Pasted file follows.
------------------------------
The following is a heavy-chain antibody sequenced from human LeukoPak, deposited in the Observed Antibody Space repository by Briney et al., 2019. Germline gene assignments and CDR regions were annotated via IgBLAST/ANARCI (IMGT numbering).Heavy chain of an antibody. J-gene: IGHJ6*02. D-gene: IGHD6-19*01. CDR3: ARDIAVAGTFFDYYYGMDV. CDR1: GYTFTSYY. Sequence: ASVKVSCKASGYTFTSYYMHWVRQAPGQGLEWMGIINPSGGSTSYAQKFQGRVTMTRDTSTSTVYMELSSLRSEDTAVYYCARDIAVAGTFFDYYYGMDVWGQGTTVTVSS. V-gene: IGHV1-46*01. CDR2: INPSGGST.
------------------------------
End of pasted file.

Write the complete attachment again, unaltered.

The following is a heavy-chain antibody sequenced from human LeukoPak, deposited in the Observed Antibody Space repository by Briney et al., 2019. Germline gene assignments and CDR regions were annotated via IgBLAST/ANARCI (IMGT numbering).Heavy chain of an antibody. J-gene: IGHJ6*02. D-gene: IGHD6-19*01. CDR3: ARDIAVAGTFFDYYYGMDV. CDR1: GYTFTSYY. Sequence: ASVKVSCKASGYTFTSYYMHWVRQAPGQGLEWMGIINPSGGSTSYAQKFQGRVTMTRDTSTSTVYMELSSLRSEDTAVYYCARDIAVAGTFFDYYYGMDVWGQGTTVTVSS. V-gene: IGHV1-46*01. CDR2: INPSGGST.